That the media and public at large know nothing about history in general and even less about biblical history in particular is proved yet again by a scholar’s claim of finding a piece of manuscript mentioning Jesus’ “wife.”
Harvard University history professor Karen King announced the fragment of a “gospel” in which Jesus is depicted as referring to “my wife,” Mary.
It’s far from the first time someone has suggested that Jesus had a wife. Usually the idea goes hand in hand with a theory about some sort of misogynistic conspiracy to hide Jesus’ alleged spouse from the world.
Most of these tales, or “gospels” as university professors like to tout them, are writings inspired by third or fourth century mystery cults that flourished in the Roman Empire.
The liberal scholar line in general is that there were many versions of Christianity until the early fourth century when four gospels were chosen from among dozens or even hundreds of so-called Gnostic Gospels, some of which were wildly bizarre. Usually, this goes hand in hand with the theory that early Christians were so bigoted or insecure about their position on Jesus’ divinity that they deleted all references to Jesus’ wife and children.
Probably the most famous illustration of this line of historical torture is the “DaVinci Code,” which ties the Council of Nicaea in 325 AD into the old saw about the Merovingian kings and their holy bloodline descending from Jesus. Part of the conspiracy theory is that the Emperor Constantine dictated that out of dozens of variants of Christianity only one version and its four gospels would be practiced in his empire.
In reality, the four gospels were accepted Christian canon centuries before, and the Council of Nicaea dealt with the heresy of Arianism, and set a date for the celebration of Easter.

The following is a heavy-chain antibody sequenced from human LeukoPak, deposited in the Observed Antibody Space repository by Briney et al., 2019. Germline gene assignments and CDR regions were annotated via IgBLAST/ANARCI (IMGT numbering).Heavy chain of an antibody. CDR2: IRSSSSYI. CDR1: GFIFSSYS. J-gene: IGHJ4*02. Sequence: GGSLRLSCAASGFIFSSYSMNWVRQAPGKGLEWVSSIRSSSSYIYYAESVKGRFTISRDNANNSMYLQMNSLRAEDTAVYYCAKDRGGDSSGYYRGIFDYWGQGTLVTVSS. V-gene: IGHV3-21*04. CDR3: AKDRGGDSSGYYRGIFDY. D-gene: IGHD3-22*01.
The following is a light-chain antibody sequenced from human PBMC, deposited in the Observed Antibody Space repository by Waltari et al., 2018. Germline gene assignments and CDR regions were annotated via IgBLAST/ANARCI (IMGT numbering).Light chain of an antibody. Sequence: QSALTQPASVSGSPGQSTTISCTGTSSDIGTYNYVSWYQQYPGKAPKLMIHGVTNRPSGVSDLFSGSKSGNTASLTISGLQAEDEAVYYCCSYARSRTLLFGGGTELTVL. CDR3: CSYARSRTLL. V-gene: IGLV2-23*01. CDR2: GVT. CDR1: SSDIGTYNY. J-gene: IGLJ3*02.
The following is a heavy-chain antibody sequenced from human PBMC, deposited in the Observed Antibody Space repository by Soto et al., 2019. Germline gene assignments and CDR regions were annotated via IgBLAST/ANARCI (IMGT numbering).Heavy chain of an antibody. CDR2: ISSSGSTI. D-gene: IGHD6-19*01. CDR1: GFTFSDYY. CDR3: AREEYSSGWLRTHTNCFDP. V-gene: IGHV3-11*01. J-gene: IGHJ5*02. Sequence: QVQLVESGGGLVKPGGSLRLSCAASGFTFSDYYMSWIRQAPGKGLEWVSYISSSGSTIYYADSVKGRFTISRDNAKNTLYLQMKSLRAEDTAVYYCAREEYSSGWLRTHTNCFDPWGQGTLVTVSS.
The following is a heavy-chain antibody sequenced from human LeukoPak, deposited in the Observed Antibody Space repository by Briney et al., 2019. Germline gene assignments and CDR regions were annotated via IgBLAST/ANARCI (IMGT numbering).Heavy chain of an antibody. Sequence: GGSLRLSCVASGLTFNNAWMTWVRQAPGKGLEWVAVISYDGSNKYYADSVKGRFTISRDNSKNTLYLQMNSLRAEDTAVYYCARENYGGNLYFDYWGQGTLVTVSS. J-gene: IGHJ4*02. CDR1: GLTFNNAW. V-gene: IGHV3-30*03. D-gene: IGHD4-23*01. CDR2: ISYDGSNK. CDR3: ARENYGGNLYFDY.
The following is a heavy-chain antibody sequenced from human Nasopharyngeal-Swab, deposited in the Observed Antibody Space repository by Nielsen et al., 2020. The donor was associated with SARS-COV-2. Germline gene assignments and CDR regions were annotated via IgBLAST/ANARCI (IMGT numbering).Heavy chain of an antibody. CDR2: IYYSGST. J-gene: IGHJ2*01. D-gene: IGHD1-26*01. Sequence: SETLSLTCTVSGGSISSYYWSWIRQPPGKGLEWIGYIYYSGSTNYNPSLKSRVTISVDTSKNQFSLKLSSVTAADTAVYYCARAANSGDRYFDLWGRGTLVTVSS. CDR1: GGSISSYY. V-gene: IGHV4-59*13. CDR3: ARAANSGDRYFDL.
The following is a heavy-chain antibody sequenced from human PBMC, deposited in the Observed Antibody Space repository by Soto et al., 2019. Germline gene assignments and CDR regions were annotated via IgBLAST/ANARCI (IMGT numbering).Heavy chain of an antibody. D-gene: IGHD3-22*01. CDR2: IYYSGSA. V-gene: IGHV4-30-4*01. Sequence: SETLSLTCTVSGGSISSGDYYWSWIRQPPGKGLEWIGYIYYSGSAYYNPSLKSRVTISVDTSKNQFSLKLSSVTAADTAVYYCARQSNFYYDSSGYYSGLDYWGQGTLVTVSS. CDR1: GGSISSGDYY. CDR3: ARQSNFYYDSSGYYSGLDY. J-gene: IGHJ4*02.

King’s discovery fits in perfectly with the conspiracy version of Christian history. Although King claims the Coptic script is a copy of a second-century Greek text, which is nowhere to be found, the actual scrap of writing is dated to the fourth century.
In it, the apostles are depicted having a discussion about Mary’s worthiness to be counted as a disciple. This, too, is a common theme in the Gnostic version of Christianity. For a theory that proposes the early church was anti-women, the texts the theory’s champions put forward are all markedly more sexist than the four real gospels in the Bible.
I expect the media will love this story as reporters will think it challenges Christianity, but any familiarity with the church’s early history blows the Gnostic theories out of the water every time.
First, the earliest Gnostic gospel for which there exists any mention is the so-called Gospel of Judas, mentioned by St. Irenaeus in the late second century in “Against Heresies,” where he called the Gnostic Gospel of Judas a “false history.”
The earliest actual writings about Jesus are often thought to be the letters of Paul in the New Testament. The four gospels were most likely written over the course of a few decades after Jesus. Most scholars place them all within the first century, but certainly they were completed and considered canon by the middle of the second century because St. Irenaeus lists all four gospels and gives reasons why they are authoritative in the same “Against Heresies” around 180 A.D.
As for Jesus having a wife, there’s no reason to think the early church would have opposed it. Marriage was expected of most people, and Jesus was unusual among religious teachers of the time in that he had many female followers and was probably close friends with several of them.
If you read the gospels closely, Mary Magdalene seems to have been one of Jesus’ favorite followers, and she bears the honor of being the first witness to Jesus’ resurrection with a special commission to tell the Apostles what happened.
Many of the letters of Paul also address prominent women in the early church, and Paul stated repeatedly that Christ’s followers, men and women, were equal. So the notion of he-man woman haters erasing Jesus’ wife just doesn’t hold water.
King’s discovery is an interesting historical artifact perhaps, but it has little if anything to do with the actual Christian church.